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Engineers completed the nearly 400miles of the Loyang to Beijing canalin608 ceand by the twelfth century China possessed some 50,000kilo-meters (31,250miles) of navigable waterways and canals. Completedin1327, the Grand Canal alone stretched 1100miles and linked Hang-chow in the south with Beijing in the north, the equivalent of a canalfrom New York to Florida. After the Ming took power they repaired40,987reservoirs and launched an incredible reforestation effort inplanting a billion trees to prevent soil erosion and to supply naval tim-THE MIDDLE KINGDOM123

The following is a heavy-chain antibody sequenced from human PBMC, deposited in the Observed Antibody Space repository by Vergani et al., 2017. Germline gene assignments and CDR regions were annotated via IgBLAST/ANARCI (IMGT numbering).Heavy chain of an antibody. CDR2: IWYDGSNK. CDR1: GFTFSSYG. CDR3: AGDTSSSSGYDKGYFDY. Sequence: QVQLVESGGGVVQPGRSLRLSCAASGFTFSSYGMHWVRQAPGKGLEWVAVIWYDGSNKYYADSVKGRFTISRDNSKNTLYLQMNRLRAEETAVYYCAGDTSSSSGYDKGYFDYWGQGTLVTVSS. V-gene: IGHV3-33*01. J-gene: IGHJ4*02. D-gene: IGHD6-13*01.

ber. Of course, such impressive engineering was impossible without thecentral state to organize construction, to levy taxes, and to redistributethe agricultural surplus. Canals allowed rice to be shipped from agri-cultural heartlands in the south to the political center in the north. Onereport has 400,000tons of grain transported annually in the eleventhcentury. In Ming times 11,770ships manned by 120,000sailors han-dled inland shipping. Considerable maintenance and dredging wereobviously required, all of it carried out by corvée labor, and the neglectof hydraulic systems inevitably led to famine and political unrest.Pottery was an ancient craft that reached unprecedented artisticheights after the eleventh century. The imperial government owned itsown industrial-scale kilns and workshops which came to employ thou-sands of craftsmen mass-producing both commonplace and luxuryitems. The Chinese originated porcelain—a mixture of fine clays andminerals fired at a high temperature—at the end of Han times and per-fected porcelain wares in the twelfth century. The enduring art andtechnology of Chinese porcelain represent one of the great culturalachievements of the Song and Ming eras. They bespeak a wealthy andcultivated society, and, indeed, ceramics became a major item of inter-nal and international commerce and of tax income for the state. Chi-nese pottery made its way through the Islamic world and to Africa.From the Middle Ages onward Europeans came to covet Chineseporcelains, and efforts to duplicate Chinese ceramic technology proveda spur to the pottery industry in Europe at the time of the IndustrialRevolution in the eighteenth century.Textiles constitute another major industry in traditional China. Onetwelfth-century Song emperor, for example, purchased and received intaxes a total of 1.17million bolts of silk cloth. The Chinese textileindustry is especially notable because of its mechanized character.Sources document the presence of the spinning wheel in China from1035 ce, and Chinese technologists also created elaborate, water-powered reeling machines to unwind silkworm cocoons and wind silkthread onto bobbins for weaving into cloth. And paper manufacturing,possibly evolving out of the textile industry, provided a product thatfacilitated the administration of imperial China. Solid evidence existsfor paper from late Han times early in the second century ce, althoughthe technology may have originated several centuries earlier.